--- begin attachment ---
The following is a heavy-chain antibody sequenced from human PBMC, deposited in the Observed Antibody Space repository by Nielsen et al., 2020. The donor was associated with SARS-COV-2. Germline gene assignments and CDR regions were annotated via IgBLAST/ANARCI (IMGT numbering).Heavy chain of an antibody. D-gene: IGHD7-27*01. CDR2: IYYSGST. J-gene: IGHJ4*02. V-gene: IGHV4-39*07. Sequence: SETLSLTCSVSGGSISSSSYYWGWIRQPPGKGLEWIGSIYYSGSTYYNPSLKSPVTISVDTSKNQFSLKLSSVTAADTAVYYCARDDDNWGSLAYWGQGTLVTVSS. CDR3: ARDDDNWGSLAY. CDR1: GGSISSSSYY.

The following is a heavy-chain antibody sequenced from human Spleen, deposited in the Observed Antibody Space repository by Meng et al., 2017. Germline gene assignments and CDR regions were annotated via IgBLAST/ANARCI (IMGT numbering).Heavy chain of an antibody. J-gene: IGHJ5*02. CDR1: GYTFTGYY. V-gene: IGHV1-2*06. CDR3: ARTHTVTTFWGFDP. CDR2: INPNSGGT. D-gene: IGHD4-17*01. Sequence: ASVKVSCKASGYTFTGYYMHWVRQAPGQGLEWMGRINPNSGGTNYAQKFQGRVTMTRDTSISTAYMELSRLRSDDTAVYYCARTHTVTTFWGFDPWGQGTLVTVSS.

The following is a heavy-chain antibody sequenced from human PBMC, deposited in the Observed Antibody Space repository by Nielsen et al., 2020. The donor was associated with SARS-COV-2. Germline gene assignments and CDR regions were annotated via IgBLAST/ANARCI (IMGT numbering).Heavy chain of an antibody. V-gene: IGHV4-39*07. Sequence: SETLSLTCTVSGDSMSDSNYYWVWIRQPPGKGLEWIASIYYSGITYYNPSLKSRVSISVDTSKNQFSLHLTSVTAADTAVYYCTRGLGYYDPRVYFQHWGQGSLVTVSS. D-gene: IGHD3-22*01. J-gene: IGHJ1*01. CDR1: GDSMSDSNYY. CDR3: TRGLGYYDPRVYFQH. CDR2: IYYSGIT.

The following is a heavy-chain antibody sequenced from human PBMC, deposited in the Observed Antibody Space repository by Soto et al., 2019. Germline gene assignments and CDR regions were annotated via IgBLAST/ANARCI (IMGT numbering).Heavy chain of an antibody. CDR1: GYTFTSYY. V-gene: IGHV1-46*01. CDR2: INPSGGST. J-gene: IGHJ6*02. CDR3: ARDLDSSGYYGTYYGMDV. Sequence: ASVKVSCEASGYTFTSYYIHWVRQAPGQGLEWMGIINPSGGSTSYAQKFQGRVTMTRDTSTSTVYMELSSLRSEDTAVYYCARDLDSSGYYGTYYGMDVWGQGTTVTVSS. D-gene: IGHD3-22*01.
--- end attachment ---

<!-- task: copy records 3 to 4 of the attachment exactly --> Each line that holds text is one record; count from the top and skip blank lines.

The following is a heavy-chain antibody sequenced from human PBMC, deposited in the Observed Antibody Space repository by Nielsen et al., 2020. The donor was associated with SARS-COV-2. Germline gene assignments and CDR regions were annotated via IgBLAST/ANARCI (IMGT numbering).Heavy chain of an antibody. V-gene: IGHV4-39*07. Sequence: SETLSLTCTVSGDSMSDSNYYWVWIRQPPGKGLEWIASIYYSGITYYNPSLKSRVSISVDTSKNQFSLHLTSVTAADTAVYYCTRGLGYYDPRVYFQHWGQGSLVTVSS. D-gene: IGHD3-22*01. J-gene: IGHJ1*01. CDR1: GDSMSDSNYY. CDR3: TRGLGYYDPRVYFQH. CDR2: IYYSGIT.

The following is a heavy-chain antibody sequenced from human PBMC, deposited in the Observed Antibody Space repository by Soto et al., 2019. Germline gene assignments and CDR regions were annotated via IgBLAST/ANARCI (IMGT numbering).Heavy chain of an antibody. CDR1: GYTFTSYY. V-gene: IGHV1-46*01. CDR2: INPSGGST. J-gene: IGHJ6*02. CDR3: ARDLDSSGYYGTYYGMDV. Sequence: ASVKVSCEASGYTFTSYYIHWVRQAPGQGLEWMGIINPSGGSTSYAQKFQGRVTMTRDTSTSTVYMELSSLRSEDTAVYYCARDLDSSGYYGTYYGMDVWGQGTTVTVSS. D-gene: IGHD3-22*01.